At the time, I was also curious why we had to “start over” with such newer origin properties like Doctor Strange, Spider-Man, and Black Panther, after taking so much time carefully setting up ensemble-cast driven stories in the main story arc. Especially since Spiderman and Black Panther, as part of Civil War, didn’t even need stand-alone films. Post Infinity War, it all makes sense now. And we’re getting yet ANOTHER origin story movie in Captain Marvel, coming out in March of 2019 (with that Infinity War post credits scene, we can even guess why).
It keeps circling back to why Ant Man again, and why now. With half of all life forms now turned to ash, fans have to assume the 4th Avengers film will be about rectifying this catastrophe.
Dr. Strange saw ONE lifetime in over 14 million that led to our heroes winning. If the QR is vitally important, then so is an Ant Man story. We’ve talked about this before on RunPee.com. It’s also quite possible Scott was protected by the QR from the Snap itself. So — moving on — how will Scott get back?
Here are some reasonable ideas: (Note: lacking evidence otherwise, I’m going to assume anyone we haven’t seen dusted is still around.) (Note the Second: I haven’t consulted any of the comic books, so this is all conjecture based on the 20 MCU films.)
1. Luis. He’s in the front of the van housing the Quantum Tunnel. It might be as easy as him flicking a ‘retrieve’ switch. That would set the cliffhanger to a speedy (if not hugely satisfying) solution, so we can get on with the rest of the Avengers 4 and their immense cast.
2. Luis drives the van to someone else who can help. Bill Foster and/or Ghost know exactly what to do with a Quantum Tunnel. (Plus, using them here would justify the somewhat pointless inclusion of them in a movie already over-packed with characters and plot dynamics.)
3. Scott gets himself out. Option One: he did it before on his own. He can futz with his regulator and “quantum-leap” himself back to normal space/time.
4. Scott gets himself out. Option Two: Janet made an obvious point of mentioning Time Vortices in the QR, and told Scott to avoid them. Why mention these for no good reason, so suddenly at the end of the film? Sounds like a major foreshadowing hint. We have no idea what a time vortex can do, but perhaps they act like wormholes to bring Scott back…although, to when and where is uncertain. This could lead to a time-travel element in Avengers 4.
5. Scott gets himself out. Option Three: Janet’s been in his head for a few years now by the current space/time, but by QR standards, she is likely always still there, essentially possessing him. Either she, or her remnant, or just the ‘quantum memory’ will help him find a way out.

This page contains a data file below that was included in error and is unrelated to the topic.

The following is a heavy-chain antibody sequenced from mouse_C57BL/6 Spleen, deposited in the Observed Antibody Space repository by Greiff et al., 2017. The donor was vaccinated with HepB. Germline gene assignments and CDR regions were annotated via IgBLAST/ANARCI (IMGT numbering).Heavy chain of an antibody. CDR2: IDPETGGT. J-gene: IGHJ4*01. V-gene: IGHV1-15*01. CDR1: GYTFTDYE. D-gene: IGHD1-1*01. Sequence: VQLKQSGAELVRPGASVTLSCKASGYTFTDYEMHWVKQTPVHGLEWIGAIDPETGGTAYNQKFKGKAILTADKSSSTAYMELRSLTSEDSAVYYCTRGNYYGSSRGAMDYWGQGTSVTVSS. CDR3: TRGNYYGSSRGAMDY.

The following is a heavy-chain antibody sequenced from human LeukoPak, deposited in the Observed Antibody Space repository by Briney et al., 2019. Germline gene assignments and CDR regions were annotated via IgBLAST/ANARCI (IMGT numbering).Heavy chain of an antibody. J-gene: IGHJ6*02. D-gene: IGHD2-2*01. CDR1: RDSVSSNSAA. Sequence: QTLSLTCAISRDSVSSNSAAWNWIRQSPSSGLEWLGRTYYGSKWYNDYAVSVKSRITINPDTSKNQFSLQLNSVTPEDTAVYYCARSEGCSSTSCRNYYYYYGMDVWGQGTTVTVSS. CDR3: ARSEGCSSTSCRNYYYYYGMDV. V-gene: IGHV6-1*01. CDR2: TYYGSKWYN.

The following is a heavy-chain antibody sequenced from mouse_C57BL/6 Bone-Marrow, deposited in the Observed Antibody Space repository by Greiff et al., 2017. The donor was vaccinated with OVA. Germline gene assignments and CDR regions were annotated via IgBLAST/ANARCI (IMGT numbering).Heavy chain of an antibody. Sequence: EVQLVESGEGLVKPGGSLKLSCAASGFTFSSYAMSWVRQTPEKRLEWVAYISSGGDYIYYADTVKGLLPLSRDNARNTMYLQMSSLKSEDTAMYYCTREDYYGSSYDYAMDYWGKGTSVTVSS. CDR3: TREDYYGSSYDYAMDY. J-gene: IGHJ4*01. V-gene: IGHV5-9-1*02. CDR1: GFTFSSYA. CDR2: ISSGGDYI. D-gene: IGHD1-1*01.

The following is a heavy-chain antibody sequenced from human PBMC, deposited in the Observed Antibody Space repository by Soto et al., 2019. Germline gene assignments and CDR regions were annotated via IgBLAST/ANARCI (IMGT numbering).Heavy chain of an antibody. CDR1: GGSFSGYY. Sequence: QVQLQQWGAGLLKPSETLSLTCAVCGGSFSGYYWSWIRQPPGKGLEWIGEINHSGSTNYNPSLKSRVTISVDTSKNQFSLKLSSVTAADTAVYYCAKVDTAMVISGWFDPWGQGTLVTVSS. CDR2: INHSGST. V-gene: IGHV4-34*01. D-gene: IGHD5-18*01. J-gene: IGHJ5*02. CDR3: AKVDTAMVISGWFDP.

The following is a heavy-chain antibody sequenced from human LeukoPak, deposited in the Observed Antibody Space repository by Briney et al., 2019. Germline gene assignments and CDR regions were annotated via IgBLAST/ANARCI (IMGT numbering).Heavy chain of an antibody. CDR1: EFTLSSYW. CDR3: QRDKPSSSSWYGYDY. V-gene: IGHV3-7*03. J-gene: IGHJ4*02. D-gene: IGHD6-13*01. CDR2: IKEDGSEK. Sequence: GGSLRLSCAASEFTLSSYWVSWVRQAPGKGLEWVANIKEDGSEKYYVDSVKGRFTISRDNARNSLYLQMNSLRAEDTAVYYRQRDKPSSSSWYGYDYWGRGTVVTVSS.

6. Dr. Strange did something — yes, he’s ash. But he’s also a master of the mystic arts and previously Wielder of the Time Stone. Since he is essentially disjointed from normal time, he could be/have been/will be/will have been doing something magically to get Scott back. (Someday we’ll work out the right grammar for time travel paradoxing.) Perhaps the QR even kept Scott safe during the Snap, and that too was part of the plan.
7. See above, but insert Wong. He’s as skilled as Strange, and guarding the NY temple. He could be asked to help, maybe by Luis. I’m placing a lot on Luis here, aren’t I? Or maybe Wong grasps the situation from his own mystical meditations.
8. Cassie might have a role. It’s nearly impossible to avoid spoilers about future films unless you avoid the entire internet, but I’ll be vague: I’ve heard Scott’s little girl won’t always be so little, and might have a more intense role to play. Plus, she’s a determined and smart young person in her own right.
9. Captain Marvel might just take care of this herself, after getting Nick Fury’s page…
10. The Cosmic stuff. There’s a lot of things in space that could send a message to interstellar travelers like the Guardians/Revengers/Ravagers/Giant Dwarves, etc…or to gods like Thor, or strongly powered unaligned aliens we haven’t met yet, or even randoms like The Collector and The Grandmaster. Or the hinted at with “Adam” from the post-credits Sovereign scene in Guardians of the Galaxy Volume 2. Or even a semi-conscious pull from the Infinity Stones — say, the Soul Stone — to bring “balance to the Force.” Yes, I’m lumping nearly everything weird in this category. Call it a ‘catch-all’ option for a wild universe of infinite, interdimensional possibilities.
First off, it’s a Marvel movie, okay? You simply may not leave your seat until the lights come up. In this case, Ant Man and the Wasp are no different. Make your friends — and even strangers — “hold onto their butts.” (Ten points to Gryffindor if you remember where that quote is from.)
Spoilers for Infinity War and Ant Man & The Wasp ahead!